These choices naturally extend to combat, which offers a frankly astounding level of detail and variety. You’ll start off with your standard sword and bow (or shield if you prefer), but you’ll slowly unlock blueprints for powerful flaming swords, ice bows, elemental attacks, bear traps, turrets, grenades, and more.
Your loadout will often come down to the items you discover during a run, which gently nudges you to try out new tactics with every fresh attempt. With that said, if you are set in your ways and know that ice attacks, a quick sword, and a turret is all you need for a good time, then if you scout an area hard enough you’ll usually find something along the lines of what you’re looking for. Even when you can’t though, adapting to new approaches is all part of the fun.
Combat itself is absolutely incredible, by the way. Slicker than an oiled up Danny Devito, scrapping in Dead Cells is a deadly ballet of dodges, melee attacks, and ranged moves. Your two standard weapons are joined by two special items – the aforementioned turrets and grenades.
Not only are these fantastic tools for clearing a crowd of enemies without ever getting your hands dirty, you’ll find that they also have a super generous cooldown time, which means you can, for example, throw freeze grenades, roll behind opponents, and slice them to pieces till your heart’s content. This is currently my favourite tactic, by the way.
There are various enemies lurking throughout the game, all with their own unique attack patterns for you to learn and master. Once again, the more you play, the easier you’ll find even the more formidable of foes as you discover the best techniques for dealing with them swiftly, and without mercy. That’s not to say the game doesn’t remain a constant challenge however – the second you start to get complacent, Dead Cells will beat your face into the pavement and remind you who’s boss.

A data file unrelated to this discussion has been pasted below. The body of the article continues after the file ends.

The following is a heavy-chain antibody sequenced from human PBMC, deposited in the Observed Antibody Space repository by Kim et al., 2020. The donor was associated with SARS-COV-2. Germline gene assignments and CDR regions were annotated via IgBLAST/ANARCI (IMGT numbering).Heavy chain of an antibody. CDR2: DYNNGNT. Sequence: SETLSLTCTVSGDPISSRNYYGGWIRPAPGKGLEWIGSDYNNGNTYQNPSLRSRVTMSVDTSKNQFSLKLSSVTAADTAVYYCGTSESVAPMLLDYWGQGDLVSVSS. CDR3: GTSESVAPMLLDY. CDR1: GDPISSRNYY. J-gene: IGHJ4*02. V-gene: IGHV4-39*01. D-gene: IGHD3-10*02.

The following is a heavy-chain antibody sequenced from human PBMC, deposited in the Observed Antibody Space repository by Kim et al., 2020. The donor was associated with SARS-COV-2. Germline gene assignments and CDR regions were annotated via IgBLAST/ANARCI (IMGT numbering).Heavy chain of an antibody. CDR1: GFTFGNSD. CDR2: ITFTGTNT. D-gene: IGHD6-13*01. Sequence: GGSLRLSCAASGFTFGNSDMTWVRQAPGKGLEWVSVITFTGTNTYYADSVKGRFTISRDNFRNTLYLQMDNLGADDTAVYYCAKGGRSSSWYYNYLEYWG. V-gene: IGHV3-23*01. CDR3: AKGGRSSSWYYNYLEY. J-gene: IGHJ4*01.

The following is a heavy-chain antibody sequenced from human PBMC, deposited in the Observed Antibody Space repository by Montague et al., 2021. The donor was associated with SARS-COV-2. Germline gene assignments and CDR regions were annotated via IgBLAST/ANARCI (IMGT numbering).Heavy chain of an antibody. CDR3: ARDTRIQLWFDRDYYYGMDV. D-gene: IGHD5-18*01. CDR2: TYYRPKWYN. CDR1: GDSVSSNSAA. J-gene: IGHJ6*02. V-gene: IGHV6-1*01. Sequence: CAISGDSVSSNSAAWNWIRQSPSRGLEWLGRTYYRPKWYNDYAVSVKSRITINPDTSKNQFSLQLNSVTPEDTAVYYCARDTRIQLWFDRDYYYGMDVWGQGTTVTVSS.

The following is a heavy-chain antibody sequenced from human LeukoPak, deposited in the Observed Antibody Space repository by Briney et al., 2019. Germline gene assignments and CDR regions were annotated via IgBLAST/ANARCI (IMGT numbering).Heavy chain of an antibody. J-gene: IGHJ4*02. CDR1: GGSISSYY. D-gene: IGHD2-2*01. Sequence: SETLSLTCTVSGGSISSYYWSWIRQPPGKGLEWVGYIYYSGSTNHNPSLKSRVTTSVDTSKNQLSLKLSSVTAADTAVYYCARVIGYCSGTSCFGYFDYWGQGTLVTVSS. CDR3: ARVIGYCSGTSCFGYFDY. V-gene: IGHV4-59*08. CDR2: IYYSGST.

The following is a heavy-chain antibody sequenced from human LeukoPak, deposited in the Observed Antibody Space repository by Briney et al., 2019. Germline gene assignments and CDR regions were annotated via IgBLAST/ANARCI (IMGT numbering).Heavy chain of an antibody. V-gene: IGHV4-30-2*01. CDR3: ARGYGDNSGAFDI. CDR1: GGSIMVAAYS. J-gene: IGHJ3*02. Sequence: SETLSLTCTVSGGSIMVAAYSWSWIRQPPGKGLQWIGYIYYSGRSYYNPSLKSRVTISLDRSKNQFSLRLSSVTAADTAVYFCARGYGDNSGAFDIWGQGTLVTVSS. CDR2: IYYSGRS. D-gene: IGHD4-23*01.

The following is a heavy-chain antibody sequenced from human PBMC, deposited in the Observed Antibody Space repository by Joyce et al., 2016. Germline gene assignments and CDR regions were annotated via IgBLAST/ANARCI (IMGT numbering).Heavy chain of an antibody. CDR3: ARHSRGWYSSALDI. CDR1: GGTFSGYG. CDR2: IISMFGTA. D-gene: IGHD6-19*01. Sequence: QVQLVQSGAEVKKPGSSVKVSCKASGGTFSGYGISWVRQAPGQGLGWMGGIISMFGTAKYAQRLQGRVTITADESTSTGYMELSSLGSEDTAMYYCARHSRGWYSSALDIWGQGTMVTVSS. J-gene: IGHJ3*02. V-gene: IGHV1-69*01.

To sum up then, Dead Cells is a towering success on every level. Motion Twin have managed to smoosh together two genres that should never, ever have worked together, and created an utterly captivating, constantly changing arcade-style adventure.
The idea of playing through areas over and over again had me groaning when I first heard about it, but in practice there’s more than enough variety in the weapons, secrets and enemies you discover on your journey – helped by some first rate combat and level design – that ensures I genuinely cannot put this game down.
Now if you’ll excuse me, I was cut down far too soon on my last attempt. And you know what they say – if at first you don’t succeed, stab things with your flaming ninja blade till you get the result you want.
Ewan Moore is a journalist at UNILAD Gaming who still quite hasn’t gotten out of his mid 00’s emo phase. After graduating from the University of Portsmouth in 2015 with a BA in Journalism & Media Studies (thanks for asking), he went on to do some freelance words for various places, including Kotaku, Den of Geek, and TheSixthAxis, before landing a full time gig at UNILAD in 2016.